The Inside Story
Keys duplicated remotely, based on indentations, scratches on blank keys

In a crime that surprised even the police, a gang duplicated locker keys to carry out a diamond heist worth over Rs. 4 crore. “This is the first time, at least in Mumbai, that a gang has used this modus operandi,” Mumbai Joint Commissioner of Police (Crime), Himanshu Roy, said in a press conference here on Wednesday.

He did not deny the possibility of there occurring similar thefts in other banks in the city.

The gang of four, which systematically stole diamonds from the high-security vaults of the Bank of India's Opera House branch here, has been arrested and remanded to police custody till January 25.

In light of the heist, the police plan to advise the Reserve Bank of India and other banks to take precautions.

The arrested accused are: Shamsuddin Azmi (47), a real-estate dealer; Farid Hashmi (47), a master locksmith and key-maker; and diamond merchants Ajay Mehta (48) and Chandrasen Berde (49).

The police said that Hashmi, an expert craftsman, managed to duplicate the custodian key as well as the customer keys. “The gang had been operational for the past three years, stealing diamonds from eight of the 14 lockers they opened with the help of duplicate keys,” Mr Roy said. “Ajay Mehta is the kingpin in this gang.” He said that the gang targeted this branch because the safety vaults in the branch were used mainly by diamond traders.

“Mehta hatched the plan along with family friend Shamsuddin. It was Shamsuddin who recommended Farid as an expert craftsman in duplicating keys. Berde joined in as a watcher to give warning to the gang members if he saw any other customer coming towards the safety vaults area,” he said. Both Shamsuddin and Berde rented a locker in the branch.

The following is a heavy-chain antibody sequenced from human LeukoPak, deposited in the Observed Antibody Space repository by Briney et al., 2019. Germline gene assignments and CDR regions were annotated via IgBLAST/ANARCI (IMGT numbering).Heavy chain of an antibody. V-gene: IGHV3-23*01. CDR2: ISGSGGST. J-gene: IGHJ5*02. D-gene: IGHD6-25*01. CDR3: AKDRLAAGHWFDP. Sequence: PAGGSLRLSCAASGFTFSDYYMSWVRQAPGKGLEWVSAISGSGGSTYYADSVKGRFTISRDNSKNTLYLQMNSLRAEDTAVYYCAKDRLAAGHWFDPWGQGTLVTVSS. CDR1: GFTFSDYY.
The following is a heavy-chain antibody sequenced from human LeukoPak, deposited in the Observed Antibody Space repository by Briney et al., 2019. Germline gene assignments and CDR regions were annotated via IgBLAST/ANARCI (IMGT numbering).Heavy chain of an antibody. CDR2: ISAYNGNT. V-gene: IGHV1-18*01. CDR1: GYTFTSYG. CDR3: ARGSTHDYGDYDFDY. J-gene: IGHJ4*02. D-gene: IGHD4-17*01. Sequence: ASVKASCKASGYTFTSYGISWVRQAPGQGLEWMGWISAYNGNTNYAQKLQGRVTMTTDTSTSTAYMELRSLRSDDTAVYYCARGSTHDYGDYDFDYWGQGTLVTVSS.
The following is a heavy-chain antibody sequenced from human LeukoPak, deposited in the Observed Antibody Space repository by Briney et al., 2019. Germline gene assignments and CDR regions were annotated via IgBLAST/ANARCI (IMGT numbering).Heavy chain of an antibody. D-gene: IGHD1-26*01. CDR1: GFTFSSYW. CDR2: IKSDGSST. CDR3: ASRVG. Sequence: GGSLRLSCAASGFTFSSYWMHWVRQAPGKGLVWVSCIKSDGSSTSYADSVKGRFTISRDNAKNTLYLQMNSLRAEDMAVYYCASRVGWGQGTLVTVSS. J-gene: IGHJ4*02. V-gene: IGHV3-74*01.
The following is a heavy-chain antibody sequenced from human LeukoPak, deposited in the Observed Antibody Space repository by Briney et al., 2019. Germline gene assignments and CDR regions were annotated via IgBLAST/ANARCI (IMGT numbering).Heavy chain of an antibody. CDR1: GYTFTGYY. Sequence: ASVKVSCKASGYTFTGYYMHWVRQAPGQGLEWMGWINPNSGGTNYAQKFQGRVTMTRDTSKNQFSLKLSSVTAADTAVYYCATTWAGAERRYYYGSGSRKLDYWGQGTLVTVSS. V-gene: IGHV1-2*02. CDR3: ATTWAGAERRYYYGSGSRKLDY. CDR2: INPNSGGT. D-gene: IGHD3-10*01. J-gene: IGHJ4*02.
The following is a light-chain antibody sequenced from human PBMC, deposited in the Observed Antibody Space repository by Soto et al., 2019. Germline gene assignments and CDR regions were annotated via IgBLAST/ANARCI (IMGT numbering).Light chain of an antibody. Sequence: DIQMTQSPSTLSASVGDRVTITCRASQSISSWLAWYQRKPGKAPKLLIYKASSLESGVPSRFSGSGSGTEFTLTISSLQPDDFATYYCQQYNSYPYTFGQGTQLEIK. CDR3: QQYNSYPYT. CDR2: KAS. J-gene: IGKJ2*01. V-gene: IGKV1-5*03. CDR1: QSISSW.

Mr. Roy said that the police started investigating the case on the basis of a complaint made in April 2010. “The Crime Branch analysed more than 36,000 entries to the bank locker room in the past three years to find a pattern. They found that Shamsuddin, Ajay and Berde landed up in the locker room at the same time and took quite a long time inside ,” he said.

“Investigations have revealed that Farid duplicated the keys on the basis of the scratches and indentations which appeared on the blank keys when they were inserted and moved in different lockers,” he said.

Mr. Roy said that the work involved extreme craftsmanship, expertise and patience. “It took Farid three months to duplicate the custodian key,” he said. Farid never went to the bank. The other team members took the indented keys to Farid, who never went to the bank him.

The police have recovered diamonds worth Rs.4.40 crore. “Of these, diamonds worth Rs.1.65 crore belong to the complainant,” he said.

He also said that the police would investigate why the seven others whose diamonds were stolen from their lockers did not register a formal complaint with the police. He denied any possibility of the involvement of bank staff in the heist.

“This is for the first time in our careers that have seen this modus operandi,” Mr. Roy added.

“Even the lock-making companies were surprised after they came to know about this as they had claimed it was not possible for any key-maker to duplicate the locker key sitting at a remote location. They had said that the key-maker had to be present in the locker room for at least 48 hours to do that,” he said.

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